The dirty little industry truth is that the foam “blanks” that are sculpted into the core of the surfboard under a fiberglass skin have been mainly pre-manufactured ever since Dave Sweet perfected the first polyurethane foam blank in 1956 and Hobie Alter sold his blank business to his glasser Gordon “Grubby” Clark. Clark refined that process to such an extent that close-tolerance blanks were created very near to marquee shapers’ specifications, requiring minimal planing of foam or adjustments to the key basic rocker.
After dominating with nearly 90% the industry, Clark’s abrupt exit from that business in December 5, 2005, shifted the balance of power to CAD machines, which were just beginning to find favor among foresighted shapers like Jeff Rache of M10, Bill “Stretch” Reidel, Jeff “Doc” Lausch of SurfRx, among others. Board manufacturer Randy French of Surftech also crossed over from the windsurfing industry that had been at the forefront of molded materials and technology advancements.
Ambrose Industrial Surfboards
One enlightened early adopter of this technology was Maverick’s veteran Matt Ambrose, who ordered an APS3000 machine in late 2003 from Miki. One of the first three on the mainland, he received the machine in March of 2004 just before Clark’s demise, and set himself up in the computer-shaping and blank distribution business in Pacifica, forged into a company aptly named “Ambrose Industrial Surfboards: http://www.ambroseindustrialsurfboards.com/contact.php.
As Matt says, “AIS is a Northern California cutting center designed to help shapers get what they need to manufacture surfboards. AIS is a one-stop shop, specializing in design assistance and milling boards to exact specifications, as well as supplying blanks, resins, cloth and special order items.” He literally stocks hundreds of blanks from only top producers: Surfblanks America (polyester) and Marko (EPS). In his choice of blanks, machinery and shaping supplies, “quality” is his calling card of choice.
Realistically, he says, “If you don’t have experience riding boards and intimate familiarity with their performance characteristics, you won’t be able to shape a board remotely anything like an experienced master shaper like Dick Keating.” He agrees wholeheartedly with Steve Coletta that computer shaping has refined board design to such an extent that, for most, there is little point in hand shaping boards end-to-end. Such is the system’s capacity to refine the process.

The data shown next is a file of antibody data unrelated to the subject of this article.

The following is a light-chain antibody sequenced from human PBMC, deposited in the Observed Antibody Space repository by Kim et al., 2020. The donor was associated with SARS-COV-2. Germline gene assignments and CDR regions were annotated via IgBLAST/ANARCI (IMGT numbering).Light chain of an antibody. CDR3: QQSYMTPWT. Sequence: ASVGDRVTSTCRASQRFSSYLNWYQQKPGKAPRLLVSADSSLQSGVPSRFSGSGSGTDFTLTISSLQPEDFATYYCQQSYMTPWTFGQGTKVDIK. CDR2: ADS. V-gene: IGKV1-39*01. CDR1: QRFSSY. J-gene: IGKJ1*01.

Without Ambrose there would truly be no story here on SurfPulse. While he doesn’t gladly suffer fools and has a hard business-like edge, he also has an infectious enthusiasm for offering design and shaping tips to those alert enough to pick up on his invaluable rapid-fire insights and sharp wit. The same qualities of focus and ruthless efficiency that he exhibits in the water apply on land: http://www.youtube.com/watch?v=Z1w0BDO4Txk. Matt is a waterman in the purest sense of the word: his business is boards, his sport is surfing the heaviest peaks, and even his recreation is scuba diving.
He charges off on trips with friends to dive for abs and lobster in remote areas off the California coast and its islands. Matt once even helped investigate the craggy underwater topography of the Maverick’s bowl with divers for a Surfer’s Journal article on a rare day that was barely clear enough. He’s dived the spot several times—with and without tanks—advising against lingering too long anywhere but the bottom, then making a beeline for the boat. Few other Maverick’s chargers have demonstrated that depth of commitment.
He lets his skills do the talking in the water and his business acumen on land. More than one surfer has respectfully noted, “If you find yourself sitting deeper than Matt at the peak, you’re positioned way too deep.” In a testament to his experience and persistence, his Maverick’s contest bio notes, “Once known as an underground warrior, Ambrose has become an established name after reaching the Mavericks finals in 4 of the past 6 contests” against increasingly youthful competition: http://www.maverickssurf.com/Surfers/SurferBio.aspx?id=598.